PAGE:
Dad Accuses Mom of 'Drugging' Girl With Melatonin To Help Her Sleep & Calls CPS

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Little girl sleeping
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Insomnia is no joke. Anyone who suffers from it will tell you that it goes far beyond the occasional restless night. One mom on Reddit says she's suffered from it her entire life -- and sadly, she's since "passed it on" to her child, who now has trouble sleeping. Recently, she started giving her a small dose of melatonin, which she describes as a total game-changer. The only problem? The girl's father found out -- and opened up a CPS report accusing her of "drugging" their 5-year-old.

  • In her anonymous Reddit post, the single mother shared that her own insomnia has been so bad, she has taken Ambien from the time she was 15.

    That ended when she became pregnant, and even afterward she stayed away from it because continuing the medication while chasing a toddler was basically impossible. (She says it more or less left her "incapacitated.") So instead she chugs coffee and deals with three to four hours of sleep a night. 

    Her daughter, however? She seems to be battling the same issue. 

    "I've tried everything," the mom explained. "She doesn't have screen time, has never had caffeine, limit sugar (even natural like fruit) after 5 pm, use lavender, and a sleep routine. No luck."

    She could no longer bear the thought of her daughter going through life with the same kind of sleep disorder she has. The little girl was getting around four hours of sleep a night and had developed dark circles under her eyes as a result.

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  • So recently, she consulted the child's pediatrician, who told her that a "small amount of melatonin" would be safe for her daughter to try.

    Right from the start, the melatonin worked wonders. 

    Now, instead of a mere four hours of sleep a night, the little girl sometimes clocks nine. And those dark circles? They're gone. Her behavior and performance in preschool has also improved, the mom reported.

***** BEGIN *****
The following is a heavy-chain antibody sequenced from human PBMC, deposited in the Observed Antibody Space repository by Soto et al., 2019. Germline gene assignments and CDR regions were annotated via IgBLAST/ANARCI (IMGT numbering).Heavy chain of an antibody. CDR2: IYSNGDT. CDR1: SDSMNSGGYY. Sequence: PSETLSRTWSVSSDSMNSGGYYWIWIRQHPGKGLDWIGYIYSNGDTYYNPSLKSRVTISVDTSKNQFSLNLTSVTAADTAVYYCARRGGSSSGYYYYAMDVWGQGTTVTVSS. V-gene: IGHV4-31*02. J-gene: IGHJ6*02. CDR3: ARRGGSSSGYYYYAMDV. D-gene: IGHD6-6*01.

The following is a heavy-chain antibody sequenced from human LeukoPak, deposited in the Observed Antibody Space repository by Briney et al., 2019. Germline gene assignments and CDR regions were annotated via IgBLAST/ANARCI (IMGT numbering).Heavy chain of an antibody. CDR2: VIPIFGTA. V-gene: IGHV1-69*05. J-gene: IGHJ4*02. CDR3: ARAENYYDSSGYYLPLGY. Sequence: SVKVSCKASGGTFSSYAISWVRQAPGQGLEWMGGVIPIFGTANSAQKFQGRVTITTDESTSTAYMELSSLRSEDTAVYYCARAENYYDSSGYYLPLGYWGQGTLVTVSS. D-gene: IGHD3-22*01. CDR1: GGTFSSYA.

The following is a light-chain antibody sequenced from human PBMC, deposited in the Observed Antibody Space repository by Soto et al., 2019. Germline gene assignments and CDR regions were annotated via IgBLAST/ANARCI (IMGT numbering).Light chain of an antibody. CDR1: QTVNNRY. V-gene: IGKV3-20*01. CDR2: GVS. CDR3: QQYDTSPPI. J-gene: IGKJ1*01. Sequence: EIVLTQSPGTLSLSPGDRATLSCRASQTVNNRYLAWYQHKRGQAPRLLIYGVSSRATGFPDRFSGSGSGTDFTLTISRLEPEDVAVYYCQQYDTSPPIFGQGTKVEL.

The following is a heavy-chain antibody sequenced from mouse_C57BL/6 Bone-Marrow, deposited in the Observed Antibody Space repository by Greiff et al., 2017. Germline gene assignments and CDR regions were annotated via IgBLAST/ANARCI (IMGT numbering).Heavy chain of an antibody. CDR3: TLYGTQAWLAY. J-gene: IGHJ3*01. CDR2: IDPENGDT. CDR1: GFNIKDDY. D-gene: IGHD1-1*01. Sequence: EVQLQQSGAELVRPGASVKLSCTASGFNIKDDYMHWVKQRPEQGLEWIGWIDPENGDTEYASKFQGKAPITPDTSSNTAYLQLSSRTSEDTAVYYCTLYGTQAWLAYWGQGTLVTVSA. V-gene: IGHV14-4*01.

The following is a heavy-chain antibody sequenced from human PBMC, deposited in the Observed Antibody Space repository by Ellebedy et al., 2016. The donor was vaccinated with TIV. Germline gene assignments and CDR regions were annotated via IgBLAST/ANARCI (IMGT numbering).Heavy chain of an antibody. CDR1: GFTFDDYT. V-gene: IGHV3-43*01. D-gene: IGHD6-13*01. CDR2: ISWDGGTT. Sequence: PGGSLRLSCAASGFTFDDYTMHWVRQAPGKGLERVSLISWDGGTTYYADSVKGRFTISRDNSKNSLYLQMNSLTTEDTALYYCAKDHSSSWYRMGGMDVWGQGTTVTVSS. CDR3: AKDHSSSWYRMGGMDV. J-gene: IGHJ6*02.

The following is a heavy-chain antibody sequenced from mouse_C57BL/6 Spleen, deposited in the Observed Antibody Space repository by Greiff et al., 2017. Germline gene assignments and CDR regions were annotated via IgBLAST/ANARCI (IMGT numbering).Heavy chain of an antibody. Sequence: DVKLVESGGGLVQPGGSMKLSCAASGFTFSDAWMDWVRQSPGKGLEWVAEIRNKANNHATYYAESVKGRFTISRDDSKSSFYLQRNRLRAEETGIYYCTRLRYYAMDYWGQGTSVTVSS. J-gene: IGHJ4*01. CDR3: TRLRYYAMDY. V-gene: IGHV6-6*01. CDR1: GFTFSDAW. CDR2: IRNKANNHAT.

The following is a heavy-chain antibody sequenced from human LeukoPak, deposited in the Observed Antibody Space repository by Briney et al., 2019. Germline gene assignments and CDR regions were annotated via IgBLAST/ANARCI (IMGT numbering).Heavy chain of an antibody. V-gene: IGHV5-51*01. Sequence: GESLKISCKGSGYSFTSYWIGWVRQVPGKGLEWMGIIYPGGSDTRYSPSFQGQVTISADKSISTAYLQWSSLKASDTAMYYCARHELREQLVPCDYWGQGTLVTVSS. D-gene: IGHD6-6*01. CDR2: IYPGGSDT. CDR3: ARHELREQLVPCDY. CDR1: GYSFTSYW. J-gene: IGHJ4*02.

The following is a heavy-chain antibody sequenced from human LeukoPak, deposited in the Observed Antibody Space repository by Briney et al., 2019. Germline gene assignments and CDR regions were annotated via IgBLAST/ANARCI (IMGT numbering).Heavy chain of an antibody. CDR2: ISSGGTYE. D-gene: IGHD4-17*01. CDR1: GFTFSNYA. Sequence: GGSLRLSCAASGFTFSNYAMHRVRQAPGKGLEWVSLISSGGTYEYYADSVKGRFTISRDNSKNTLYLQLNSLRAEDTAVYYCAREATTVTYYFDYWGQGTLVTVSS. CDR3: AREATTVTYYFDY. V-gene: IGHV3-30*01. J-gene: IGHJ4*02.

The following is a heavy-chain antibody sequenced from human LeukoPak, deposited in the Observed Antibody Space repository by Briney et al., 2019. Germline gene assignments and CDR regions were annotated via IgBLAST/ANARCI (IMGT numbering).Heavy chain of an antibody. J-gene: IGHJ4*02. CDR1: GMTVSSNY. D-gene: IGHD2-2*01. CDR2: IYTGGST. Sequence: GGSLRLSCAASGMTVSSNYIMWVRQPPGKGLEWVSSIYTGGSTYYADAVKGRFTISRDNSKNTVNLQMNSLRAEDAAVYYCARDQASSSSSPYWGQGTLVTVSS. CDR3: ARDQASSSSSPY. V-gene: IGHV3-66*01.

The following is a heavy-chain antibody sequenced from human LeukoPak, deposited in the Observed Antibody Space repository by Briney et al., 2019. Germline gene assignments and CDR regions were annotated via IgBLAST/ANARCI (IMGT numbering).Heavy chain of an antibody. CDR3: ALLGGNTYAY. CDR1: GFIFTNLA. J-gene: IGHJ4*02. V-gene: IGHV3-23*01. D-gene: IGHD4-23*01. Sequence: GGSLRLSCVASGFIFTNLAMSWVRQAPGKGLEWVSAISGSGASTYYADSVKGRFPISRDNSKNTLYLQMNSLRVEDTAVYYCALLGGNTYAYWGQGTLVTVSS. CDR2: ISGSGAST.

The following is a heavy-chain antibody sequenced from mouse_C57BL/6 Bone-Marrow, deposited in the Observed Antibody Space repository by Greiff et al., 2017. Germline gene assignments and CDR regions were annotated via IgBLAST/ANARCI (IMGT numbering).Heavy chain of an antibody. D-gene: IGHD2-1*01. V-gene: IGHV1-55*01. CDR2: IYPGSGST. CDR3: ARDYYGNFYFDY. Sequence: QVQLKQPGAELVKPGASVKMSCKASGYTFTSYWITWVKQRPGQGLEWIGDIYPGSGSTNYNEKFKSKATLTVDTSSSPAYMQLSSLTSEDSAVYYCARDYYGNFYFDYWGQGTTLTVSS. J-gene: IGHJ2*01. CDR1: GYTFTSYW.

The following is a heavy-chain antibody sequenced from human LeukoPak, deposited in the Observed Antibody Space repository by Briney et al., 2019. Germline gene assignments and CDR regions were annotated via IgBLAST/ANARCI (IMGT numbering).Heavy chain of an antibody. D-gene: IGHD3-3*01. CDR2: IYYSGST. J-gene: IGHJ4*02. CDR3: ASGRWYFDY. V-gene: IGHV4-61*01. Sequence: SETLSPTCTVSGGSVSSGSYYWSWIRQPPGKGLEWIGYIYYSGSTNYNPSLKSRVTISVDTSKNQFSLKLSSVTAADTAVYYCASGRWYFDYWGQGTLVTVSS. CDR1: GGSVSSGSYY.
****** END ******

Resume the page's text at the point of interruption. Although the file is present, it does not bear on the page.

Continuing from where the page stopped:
• There was just one problem: The girl's father was not exactly aware of the new medication.

    According to the mother, she is no longer together with her ex, and he lost "all physical and legal custody" of her but still has visitation. 

    Apparently, this couple has a long and winding history of issues.

    "He blames me for losing custody, but in reality he let her insurance lapse three times and she developed stage one bedsores on his watch due to neglect," the mom explained.

  • One day, when her daughter mentioned that she takes a "sleep gummy" at her mom's house to help her sleep, it rang some alarm bells.


    Immediately, the father picked up the phone.

    "He calls me screaming that I had no right to drug his child," the mom recalled. "I said I do since I have legal custody and it was in her best interest."

    Unfortunately, that wasn't the answer he was looking for. The dad allegedly opened a CPS case against the mother, and she claimed he is "making a play for legal custody."

    "[He] doesn't want physical or even more visitation just wants the right to make decisions I'll pay for," the mother continued. 

    But now she wants to know: Is she in the wrong? Especially when she wrote that she followed the pediatrician's direction and gave her daughter an over-the-counter "vitamin."

  • Plenty of people told her not to worry -- she was definitely not in the wrong here.


    "You’re following doctors orders and it’s benefiting her," one person wrote. "CPS is going to take one look at the situation and laugh while they close the case."

    "You literally did what her DOCTOR told you to do," someone else commented, adding that she might want to get some legal advice because her "ex-husband is a mess."

    "Not drugging her at all," another person added. "He has no leg to stand on, and is trying to scare you into submission. Don't let him."

  • Others explained that language is important here -- especially when she argues her case.

    "Melatonin is NOT a drug," one person reminded her. "It's literally what your body is supposed to make itself when you go to sleep, but some people just barely produce it themselves."

    According to Healthline, melatonin is a hormone made by the brain’s pineal gland. (That is probably why you've heard it called the "sleep hormone.") It helps your body reset its internal clock, or circadian rhythm, which in turn helps you get more shut-eye at night.

    Several studies have actually found it safe for kids to use, though it's always recommended that you consult your child's pediatrician and try to make lifestyle changes first. Parents and pediatricians should proceed "cautiously and carefully" if they do decide to try it, according to HealthyChildren.org, a medical website run by the American Academy of Pediatrics

    "Melatonin comes in a number of forms -- liquids, gummies, chewable, capsules and tablets -- all with varying dosages," notes Dr. Anna Esparham in an article on the website. "And since there are no specific guidelines on melatonin dosing for children, it can be confusing."

    She recommended starting with the lowest dosage, as many children will respond to a low dose of 0.5 mg or 1 mg, taken 30 to 90 minutes before bedtime.

    "Most children who do benefit from melatonin -- even those with ADHD -- don't need more than 3 to 6 mg of melatonin," she wrote.

    That said, it sure appears the mom did nothing wrong. If anything, she deserves a medal for dealing with an out-of-control ex who seems to care more about winning than what's best for their child.